Buying or selling a forex CFD, meanwhile, is equivalent to buying a certain amount of base currency by selling the equivalent amount of quote currency. So buying a single CFD on GBP/USD would give you the same exposure as buying £100,000 in US dollars.

So if you’re already experienced in non-leveraged markets, CFDs can be more immediately familiar than other forms of leveraged trading.

5. Hedging your share portfolio

Say, for instance, that you own a number of shares in HSBC, and you plan on holding your shares over the long term. You believe that the banking sector may be in for a downturn, and you want to offset any potential losses using CFDs. So you open a short position.

If you are correct and your HSBC shares drop in value, then your CFD position will earn you a profit, offsetting your loss. If your HSBC shares increase in value, then you can close your CFD position.

6. DMA

If you’re an advanced trader, you can get direct market access (DMA). This enables you to see and interact with the order books of stock exchanges and forex providers. Instead of trading at the buy and sell prices offered by IG, you can see all the available bid and offer prices at any given time, and trade at market prices you choose.

When you choose to trade using DMA, there’s no IG spread to pay – instead, DMA trades are charged via commission. While it can be a powerful tool, there’s no guarantee that you’ll find prices that are better than the prices we offer, and it’s only recommended for experienced traders.

Discover CFD trading with IG

Learn about the benefits of CFD trading and see how you get started with IG.

FAQs

Is there an expiration date on a CFD trade?

Most CFD trades are open ended – with some exceptions such as futures and forwards. When you want to close your position you simply place a trade in the opposite direction to the one that opened it.

Can you hold a CFD position overnight?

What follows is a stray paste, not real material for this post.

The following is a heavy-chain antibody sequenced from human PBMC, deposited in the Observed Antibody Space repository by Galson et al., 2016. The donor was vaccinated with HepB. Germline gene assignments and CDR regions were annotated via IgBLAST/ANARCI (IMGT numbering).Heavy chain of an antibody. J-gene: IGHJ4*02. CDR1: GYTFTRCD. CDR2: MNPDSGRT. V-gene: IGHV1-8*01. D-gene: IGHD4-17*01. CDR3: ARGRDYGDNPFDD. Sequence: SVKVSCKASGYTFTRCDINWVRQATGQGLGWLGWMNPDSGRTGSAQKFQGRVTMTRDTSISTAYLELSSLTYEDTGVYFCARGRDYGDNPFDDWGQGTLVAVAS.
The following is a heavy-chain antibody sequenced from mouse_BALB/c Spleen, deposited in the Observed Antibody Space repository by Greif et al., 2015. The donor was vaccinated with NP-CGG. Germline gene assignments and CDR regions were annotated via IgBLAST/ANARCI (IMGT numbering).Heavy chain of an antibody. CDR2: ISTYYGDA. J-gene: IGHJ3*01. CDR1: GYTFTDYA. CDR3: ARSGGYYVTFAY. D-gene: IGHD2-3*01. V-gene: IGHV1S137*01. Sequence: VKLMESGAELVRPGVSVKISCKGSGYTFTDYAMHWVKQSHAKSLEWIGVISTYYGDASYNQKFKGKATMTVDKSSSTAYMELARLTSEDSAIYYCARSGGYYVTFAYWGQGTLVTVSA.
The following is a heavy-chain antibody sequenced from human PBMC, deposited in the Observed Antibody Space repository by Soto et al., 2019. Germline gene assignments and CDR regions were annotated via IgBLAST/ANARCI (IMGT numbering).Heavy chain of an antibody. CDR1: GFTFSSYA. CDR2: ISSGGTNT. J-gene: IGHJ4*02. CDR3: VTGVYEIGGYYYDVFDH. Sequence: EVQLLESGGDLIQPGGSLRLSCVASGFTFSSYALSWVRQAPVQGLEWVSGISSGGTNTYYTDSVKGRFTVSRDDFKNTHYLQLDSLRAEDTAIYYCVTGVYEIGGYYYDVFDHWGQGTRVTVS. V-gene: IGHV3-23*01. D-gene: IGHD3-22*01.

Yes, you can hold CFD positions overnight. However, you’ll be charged an overnight funding charge. This fee covers the capital you’ve effectively borrowed from us and reflects the cost of holding your position open.

Discover our funding and interest charges

What is the minimum contract size for a CFD trade?

CFD trades are standardised into lots, but each market has its own minimum number of contracts that aim to mimic how the asset is traded on the live underlying market.

For example, for share CFDs, the contract size is usually the equivalent of one share of the company you are trading. For forex, there are standard contracts which equal 100,000 units of the base currency, or mini contracts that equal 10,000 units of the base currency.

What are the commission rates on CFDs?

For most CFD trades, the cost of making the trade is covered in the spread. This means the buy and sell prices already include any charges. However, our charges for share CFDs are commission-based so that the buy and sell prices match the underlying market price.

See our full costs and charges for CFDs

Can you trade both rising and falling markets with CFDs?

Yes, with CFDs you can take a position on a market that is rising in price, and one that is falling. If you decide to buy an asset in the hope that its price will rise, this is known as ‘going long’. If you sell an asset in the hope that its price will fall, this is called ‘going short’.

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CFDs are a leveraged product and can result in losses that exceed deposits. Trading CFDs may not be suitable for everyone, so please ensure you fully understand the risks and take care to manage your exposure.